Greece is pressing the EU to let Frontex patrol outside its territorial waters to stop migrants reaching Lesbos and other Greek islands, the most common route in Europe for illegal crossing in recent years.
Armed with new tech tools, European law enforcement authorities are leaning further outside borders.
Not all the surveillance programs being tested will be included in the new detection system, but human rights groups say the emerging technology will make it even harder for refugees fleeing wars and extreme hardship to find safety.
Patrick Breyer, a European lawmaker from Germany, has taken an EU research authority to court, demanding that details of the AI-powered lie detection program be made public.
“What we are seeing at the borders, and in treating foreign nationals generally, is that it’s often a testing field for technologies that are later used on Europeans as well. And that’s why everybody should care, in their own self-interest,” Breyer of the German Pirates Party told the AP.
He urged authorities to allow broad oversight of border surveillance methods to review ethical concerns and prevent the sale of the technology through private partners to authoritarian regimes outside the EU.
Ella Jakubowska, of the digital rights group EDRi, argued that EU officials were adopting “techno-solutionism” to sideline moral considerations in dealing with the complex issue of migration.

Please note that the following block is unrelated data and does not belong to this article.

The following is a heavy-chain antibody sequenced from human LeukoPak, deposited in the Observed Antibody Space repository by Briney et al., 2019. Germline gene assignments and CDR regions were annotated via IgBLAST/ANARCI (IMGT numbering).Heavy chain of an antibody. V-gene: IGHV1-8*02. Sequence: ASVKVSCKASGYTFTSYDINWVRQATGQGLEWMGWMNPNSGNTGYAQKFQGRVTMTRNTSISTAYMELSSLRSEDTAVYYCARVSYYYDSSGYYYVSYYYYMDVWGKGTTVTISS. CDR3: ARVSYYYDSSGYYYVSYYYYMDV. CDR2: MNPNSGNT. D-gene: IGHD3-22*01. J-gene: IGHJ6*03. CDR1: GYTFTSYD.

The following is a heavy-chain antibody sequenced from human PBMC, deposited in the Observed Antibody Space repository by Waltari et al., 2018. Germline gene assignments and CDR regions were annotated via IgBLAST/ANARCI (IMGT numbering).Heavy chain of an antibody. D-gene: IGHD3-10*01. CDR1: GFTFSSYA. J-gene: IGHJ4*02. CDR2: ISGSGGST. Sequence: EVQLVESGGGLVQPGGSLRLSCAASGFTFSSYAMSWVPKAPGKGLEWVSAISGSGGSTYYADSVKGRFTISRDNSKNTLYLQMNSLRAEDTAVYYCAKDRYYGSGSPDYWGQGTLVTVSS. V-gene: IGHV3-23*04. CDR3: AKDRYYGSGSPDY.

“It is deeply troubling that, time and again, EU funds are poured into expensive technologies which are used in ways that criminalize, experiment with and dehumanize people on the move,” she said.
The London-based group Privacy International argued the tougher border policing would provide a political reward to European leaders who have adopted a hard line on migration.
“If people migrating are viewed only as a security problem to be deterred and challenged, the inevitable result is that governments will throw technology at controlling them,” said Edin Omanovic, an advocacy director at the group.
“It’s not hard to see why: across Europe we have autocrats looking for power by targeting foreigners, otherwise progressive leaders who have failed to come up with any alternatives to copying their agendas, and a rampant arms industry with vast access to decision-makers.”
Migration flows have slowed in many parts of Europe during the pandemic, interrupting an increase recorded over years. In Greece, for example, the number of arrivals dropped from nearly 75,000 in 2019 to 15,700 in 2020, a 78% decrease.
But the pressure is sure to return. Between 2000 and 2020, the world’s migrant population rose by more than 80% to reach 272 million, according to United Nations data, fast outpacing international population growth.
At the Greek border village of Poros, the breakfast discussion at a cafe was about the recent crisis on the Spanish-Moroccan border.
Many of the houses in the area are abandoned and in a gradual state of collapse, and life is adjusting to that reality.
Cows use the steel wall as a barrier for the wind and rest nearby.
Panagiotis Kyrgiannis, a Poros resident, says the wall and other preventive measures have brought migrant crossings to a dead stop.
“We are used to seeing them cross over and come through the village in groups of 80 or a 100,” he said. “We were not afraid. ... They don’t want to settle here. All of this that’s happening around us is not about us.”